Gay’s offensive production has slowly dipped over the past four years, but that came as he accepted a bench role and had the ball in his hands less.

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The hallmark of Gay’s career has been his ability to adapt to a system and mold his skills to a team’s needs. When the Deseret News asked Gay during his introductory press conference what the team needs to be better, he said what everyone else has been saying for a while and it felt like he fit the bill.

“You need guys that can play multiple positions,” Gay said. “I feel like I’ve changed my game to be that. I’m a bigger guy that can play and guard multiple positions.”

Gay gives the Jazz an option at having a small-ball five who has had a long career of being a solid defender. He’s great in isolation and he’s even better on help defense and rotating and switching.

The Jazz needed some defensive depth on the perimeter and they also needed frontcourt versatility. The idea with Gay is that he can provide both of those things for the Jazz.

But the Jazz don’t just want to have Gay playing as Rudy Gobert’s backup, they wanted someone who could keep the Jazz big and protect the rim. With Udoka Azubuike still developing and needing some time to become NBA-ready, the Jazz added Hassan Whiteside on a one-year minimum contract.

Sacramento center Hassan Whiteside defends Memphis guard John Konchar during game in Sacramento on Sunday, Feb. 14, 2021. The Jazz signed Whiteside in the offseason as another option who could spell Rudy Gobert, keep the Jazz big and protect the rim. | Rich Pedroncelli, Associated Press

Whiteside was a starting center for six years until last season. He’d played big minutes in big moments for the Miami Heat and Portland Trail Blazers and then was left behind last year with the Sacramento Kings as the team opted for youth and offense over what Whiteside provides.

With the Jazz, Whiteside will not have his starting position back, but he will be able to reprise his roll as a defensive rim-running big and prove that he still has a lot to give this league.

There’s a lot that could happen here. Whiteside might not work out with the Jazz, Azubuike might create competition for the reserve center position, or it might all play out seamlessly. Either way, it was a cost-effective and low-risk move for the Jazz.

The Jazz made one more move, trading a second-round pick to the Golden State Warriors for Eric Paschall. Entering his third NBA season, who Paschall is as a player remains to be seen. He had an impressive rookie season followed by a mediocre second year, but it’s possible that the best of Paschall is yet to come. He could potentially add depth to a versatile small-ball lineup and is known for being tough and gritty in the paint.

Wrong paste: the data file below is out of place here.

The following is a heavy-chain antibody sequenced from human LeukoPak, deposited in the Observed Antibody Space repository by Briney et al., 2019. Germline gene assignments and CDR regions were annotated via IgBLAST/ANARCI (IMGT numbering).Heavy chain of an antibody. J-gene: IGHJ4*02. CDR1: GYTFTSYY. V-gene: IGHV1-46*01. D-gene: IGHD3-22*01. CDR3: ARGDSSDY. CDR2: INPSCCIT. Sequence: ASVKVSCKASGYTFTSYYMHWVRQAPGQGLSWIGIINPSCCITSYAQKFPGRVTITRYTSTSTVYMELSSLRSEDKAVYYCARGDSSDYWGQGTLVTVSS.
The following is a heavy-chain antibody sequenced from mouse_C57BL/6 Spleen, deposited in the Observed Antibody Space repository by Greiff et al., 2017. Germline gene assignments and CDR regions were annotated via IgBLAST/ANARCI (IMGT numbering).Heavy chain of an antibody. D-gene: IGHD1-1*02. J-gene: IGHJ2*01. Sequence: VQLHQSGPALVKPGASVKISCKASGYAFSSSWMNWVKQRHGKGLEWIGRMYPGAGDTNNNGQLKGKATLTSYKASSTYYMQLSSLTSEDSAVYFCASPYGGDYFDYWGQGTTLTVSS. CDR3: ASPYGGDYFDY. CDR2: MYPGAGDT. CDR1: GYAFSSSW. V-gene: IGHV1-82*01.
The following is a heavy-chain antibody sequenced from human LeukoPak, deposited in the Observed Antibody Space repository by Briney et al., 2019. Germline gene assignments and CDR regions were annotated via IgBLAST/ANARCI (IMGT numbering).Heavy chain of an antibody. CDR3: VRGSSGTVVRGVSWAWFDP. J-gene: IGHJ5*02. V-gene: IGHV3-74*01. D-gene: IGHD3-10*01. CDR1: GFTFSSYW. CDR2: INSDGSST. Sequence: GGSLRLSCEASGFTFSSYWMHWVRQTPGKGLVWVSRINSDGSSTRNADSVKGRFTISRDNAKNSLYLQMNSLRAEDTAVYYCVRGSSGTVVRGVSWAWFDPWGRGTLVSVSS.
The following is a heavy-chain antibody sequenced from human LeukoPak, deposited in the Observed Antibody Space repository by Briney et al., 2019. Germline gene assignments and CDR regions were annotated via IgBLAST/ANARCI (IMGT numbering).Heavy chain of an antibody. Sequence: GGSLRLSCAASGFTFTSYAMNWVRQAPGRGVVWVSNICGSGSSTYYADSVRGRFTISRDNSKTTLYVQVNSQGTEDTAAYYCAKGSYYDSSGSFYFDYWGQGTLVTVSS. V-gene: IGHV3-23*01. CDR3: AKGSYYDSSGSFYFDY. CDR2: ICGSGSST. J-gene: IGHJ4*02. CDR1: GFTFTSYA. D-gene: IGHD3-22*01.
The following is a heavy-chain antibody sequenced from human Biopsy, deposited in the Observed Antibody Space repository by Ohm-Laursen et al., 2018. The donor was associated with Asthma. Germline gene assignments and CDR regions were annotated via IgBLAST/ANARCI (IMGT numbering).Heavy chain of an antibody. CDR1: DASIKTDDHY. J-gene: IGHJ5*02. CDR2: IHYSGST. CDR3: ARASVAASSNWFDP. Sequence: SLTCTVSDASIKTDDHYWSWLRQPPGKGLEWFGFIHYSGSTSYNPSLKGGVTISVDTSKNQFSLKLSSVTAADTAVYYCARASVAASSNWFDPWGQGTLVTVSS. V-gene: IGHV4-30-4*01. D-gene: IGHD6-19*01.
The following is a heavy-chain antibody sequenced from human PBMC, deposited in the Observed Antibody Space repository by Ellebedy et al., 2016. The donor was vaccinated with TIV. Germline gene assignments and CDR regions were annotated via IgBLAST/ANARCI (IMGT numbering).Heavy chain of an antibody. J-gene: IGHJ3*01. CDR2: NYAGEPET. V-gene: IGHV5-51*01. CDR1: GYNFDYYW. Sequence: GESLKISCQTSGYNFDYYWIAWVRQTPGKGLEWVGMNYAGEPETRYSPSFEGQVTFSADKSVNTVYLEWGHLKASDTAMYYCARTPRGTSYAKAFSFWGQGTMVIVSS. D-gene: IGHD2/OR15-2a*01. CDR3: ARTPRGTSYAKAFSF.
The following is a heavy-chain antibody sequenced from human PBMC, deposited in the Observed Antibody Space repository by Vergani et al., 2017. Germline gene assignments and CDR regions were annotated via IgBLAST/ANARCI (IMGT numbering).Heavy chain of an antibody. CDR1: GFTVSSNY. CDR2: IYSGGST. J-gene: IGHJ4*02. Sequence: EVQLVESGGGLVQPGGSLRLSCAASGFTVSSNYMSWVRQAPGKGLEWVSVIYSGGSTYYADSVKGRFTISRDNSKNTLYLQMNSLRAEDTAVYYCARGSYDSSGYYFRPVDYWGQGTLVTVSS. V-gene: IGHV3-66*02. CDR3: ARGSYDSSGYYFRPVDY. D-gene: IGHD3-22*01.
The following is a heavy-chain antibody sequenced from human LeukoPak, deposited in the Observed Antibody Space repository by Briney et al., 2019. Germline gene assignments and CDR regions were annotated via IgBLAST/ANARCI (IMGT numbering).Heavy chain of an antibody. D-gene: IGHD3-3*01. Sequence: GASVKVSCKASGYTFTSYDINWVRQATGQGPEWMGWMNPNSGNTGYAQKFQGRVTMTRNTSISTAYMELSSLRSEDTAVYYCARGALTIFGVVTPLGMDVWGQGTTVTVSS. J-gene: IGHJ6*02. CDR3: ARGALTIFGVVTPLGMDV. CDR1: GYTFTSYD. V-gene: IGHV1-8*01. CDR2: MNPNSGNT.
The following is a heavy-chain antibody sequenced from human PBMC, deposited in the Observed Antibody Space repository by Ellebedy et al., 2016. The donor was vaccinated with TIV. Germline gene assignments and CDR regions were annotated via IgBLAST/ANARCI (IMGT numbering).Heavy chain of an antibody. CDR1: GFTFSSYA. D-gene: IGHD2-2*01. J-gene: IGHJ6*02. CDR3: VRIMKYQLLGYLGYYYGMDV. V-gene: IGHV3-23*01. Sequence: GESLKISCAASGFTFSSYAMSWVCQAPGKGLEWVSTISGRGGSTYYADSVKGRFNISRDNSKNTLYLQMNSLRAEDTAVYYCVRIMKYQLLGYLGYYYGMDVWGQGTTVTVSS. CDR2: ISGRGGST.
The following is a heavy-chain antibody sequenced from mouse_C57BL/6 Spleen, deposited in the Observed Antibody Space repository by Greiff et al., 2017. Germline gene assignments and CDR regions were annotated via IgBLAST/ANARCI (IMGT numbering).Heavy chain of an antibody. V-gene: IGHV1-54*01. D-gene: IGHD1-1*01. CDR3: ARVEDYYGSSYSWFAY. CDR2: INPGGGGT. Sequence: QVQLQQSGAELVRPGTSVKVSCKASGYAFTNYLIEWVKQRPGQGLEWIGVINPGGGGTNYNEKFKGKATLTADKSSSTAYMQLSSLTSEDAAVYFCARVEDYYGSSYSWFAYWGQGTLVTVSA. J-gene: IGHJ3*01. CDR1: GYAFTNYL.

Golden State Warriors forward Eric Paschall grabs a pass in front of Toronto’s Pascal Siakam during game Friday, April 2, 2021, in Tampa, Fla. The Jazz traded a second-round pick to the Warriors, hoping that the tough and gritty player can help Utah in the paint. The fact he is one of Donovan Mitchell’s childhood friends is an added bonus. | Chris O’Meara, Associated Press

But the real value of Paschall is off the court. He and Mitchell grew up just down the street from one another, went to the same church, played AAU ball together, battled against each other in high school, share the same agent and now have a chance to play together on the biggest stage.

The Jazz can talk about development of young players and the potential they see in Paschall all they want. The truth is that it was a savvy business move, bringing in one of the best friends of a franchise player, especially at the price the Jazz were able to swing it.

So, after all that, are the Jazz better? The honest truth is that none of us will know until the final 2021-22 playoff game the Jazz play. Even then, it might take time to really know.

If we think back to what Conley looked like when he first joined the Jazz two seasons ago, it seemed like he just wasn’t going to be able to find himself and fit with the team. Now, the Jazz would be much worse off if not for Conley.

Would the Jazz look a lot better if they had just one more guy on the wing that could defend and switch easily? Yes. But those are the guys the whole league is looking for every single day, and just because the offseason comes to an end doesn’t mean the Jazz are done making moves or additions.

The Jazz added some depth and versatility to the roster this summer and they did so without disrupting their roster. They hope that formula is going to mean greater success for the team.

“A little bit of change, along with a good amount of continuity, some lessons learned, and an ability to go forward,” Zanik said of the Jazz’s offseason.

On paper, the Jazz did a good job this offseason with limited resources and they did get better. But better on paper does not always translate to the product on the court. For that, we’ll have to wait and see.